Kwan Yin

 Kwan Yin is the Chinese goddess of Mercy and Compassion.  She is known by many names across East Asia, including Kwannon in Japan and Guan-eum in Korea.

She represents unconditional love and acceptance.  She is usually depicted as a woman, wearing flowing robes with a delicate hood that covers her head but does not obscure her face.  She carries in one of her hands a jar or vase containing dew which she uses to help relieve pain and suffering.

She is a patron of children, mothers, parents, the needy, the sick, the troubled, the suffering, and acts as a guide to the lost.

She is also considered a fertility goddess, as well as a symbol of good luck, good fortune and good health.

I keep a statue (the one above) of Kwan Yin on my altar, with a peacock feather, which is also considered to be sacred to her.

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About sammi witch

writer and witch...
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11 Responses to Kwan Yin

  1. Pingback: Crafting a Staff | the dark and the light

  2. Kwan Yin is one of those Goddesses who bubbled up in the middle of patriarchal Buddhism (yes they are male dominated no matter how much they talk about Vajrayogini etc) in the same way that Mary bubbled up in the middle of the Catholic church. Like I said before in Tibet she was a he as Avalokitesvara, the Bodhisattva of compassion, and he shed a tear and from that the Goddess Tara was manifest. But as these deities moved through China, Korea and Japan he became a she, also assimilating the native female Goddesses of healing and crop fertility.

  3. Mia says:

    How wonderful. I love that you posted this! Thank you so much.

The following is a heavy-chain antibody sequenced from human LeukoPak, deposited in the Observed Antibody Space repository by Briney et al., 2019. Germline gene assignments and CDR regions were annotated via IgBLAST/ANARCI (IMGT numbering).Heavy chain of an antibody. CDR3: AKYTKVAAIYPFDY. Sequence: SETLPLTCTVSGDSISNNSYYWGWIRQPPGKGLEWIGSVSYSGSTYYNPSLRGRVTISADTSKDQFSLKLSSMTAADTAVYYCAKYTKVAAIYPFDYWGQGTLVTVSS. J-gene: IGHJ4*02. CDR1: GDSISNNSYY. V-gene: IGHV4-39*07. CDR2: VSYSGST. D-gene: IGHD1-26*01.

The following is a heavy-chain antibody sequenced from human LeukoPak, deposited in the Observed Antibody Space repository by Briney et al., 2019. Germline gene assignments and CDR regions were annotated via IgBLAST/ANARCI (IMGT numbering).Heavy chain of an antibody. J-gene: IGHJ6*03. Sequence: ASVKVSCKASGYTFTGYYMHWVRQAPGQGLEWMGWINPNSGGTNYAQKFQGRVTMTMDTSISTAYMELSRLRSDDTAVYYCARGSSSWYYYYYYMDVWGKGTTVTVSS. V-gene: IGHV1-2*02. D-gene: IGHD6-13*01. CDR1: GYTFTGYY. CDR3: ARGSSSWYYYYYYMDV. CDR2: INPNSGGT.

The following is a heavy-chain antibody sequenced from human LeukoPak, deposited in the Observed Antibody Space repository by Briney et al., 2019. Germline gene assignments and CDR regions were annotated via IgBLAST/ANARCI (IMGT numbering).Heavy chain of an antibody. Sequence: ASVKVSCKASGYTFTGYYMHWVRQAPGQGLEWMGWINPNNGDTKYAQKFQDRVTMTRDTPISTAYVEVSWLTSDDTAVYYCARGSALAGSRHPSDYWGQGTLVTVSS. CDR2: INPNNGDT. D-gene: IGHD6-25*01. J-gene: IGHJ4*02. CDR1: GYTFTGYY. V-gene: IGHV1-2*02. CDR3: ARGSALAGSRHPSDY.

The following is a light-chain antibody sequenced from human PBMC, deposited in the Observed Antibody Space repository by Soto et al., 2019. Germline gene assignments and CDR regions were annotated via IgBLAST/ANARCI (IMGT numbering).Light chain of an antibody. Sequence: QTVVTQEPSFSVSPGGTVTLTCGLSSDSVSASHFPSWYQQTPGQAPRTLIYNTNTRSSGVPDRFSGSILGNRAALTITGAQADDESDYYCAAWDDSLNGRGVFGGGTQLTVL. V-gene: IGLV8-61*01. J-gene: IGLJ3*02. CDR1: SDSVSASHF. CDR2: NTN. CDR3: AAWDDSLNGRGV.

I had no idea about her connection with peacock feathers. That gives so much meaning to the feathers on my altar, and to a poem I wrote.
    The book I’m reading speaks of her as related to compassionate listening. How were you introduced to her?

    • sammiwitch says:

      I was introduced to her by accident actually; we were given a little Kwan Yin charm as free gift from a Buddhist shop that we frequent. It wasn’t until we got home that we worked out what it was, and since then I have always kept something of her close; that was years ago. She keeps me calm 🙂 I didn’t know about the compassionate listing. Is the poem about peacock feathers or Kwan Yin? Brightest Blessings

  4. I love Kwan Yin, I love her hand with dew in a jar? I did not know that fact. I have a pretty post about her in my Writings Works in Progress blog.
    Happy Monday my Favorite Witch!

    ❈~♥~❈~♥~❈~♥~❈~♥~❈~♥~❈~♥~❈~♥~❈~♥
    PS: Feel free to copy & paste these ALT Key symbols or graphics for use. I did.

    Love,
    Sindy

  5. I worship her Tibetan form as Avalokitesvara with the mantra Om Mani Padme Hum = Homage to the Jewel within the Lotus (one’s spirit within one’s heart and body). Blessings.

    • sammiwitch says:

      Thank you for posting that – it’s much appreciated. I have always been drawn more towards her Chinese form, but her background and history is certainly interesting. Brightest Blessings

  6. shreejacob says:

    Pretty Kwan Yin 🙂

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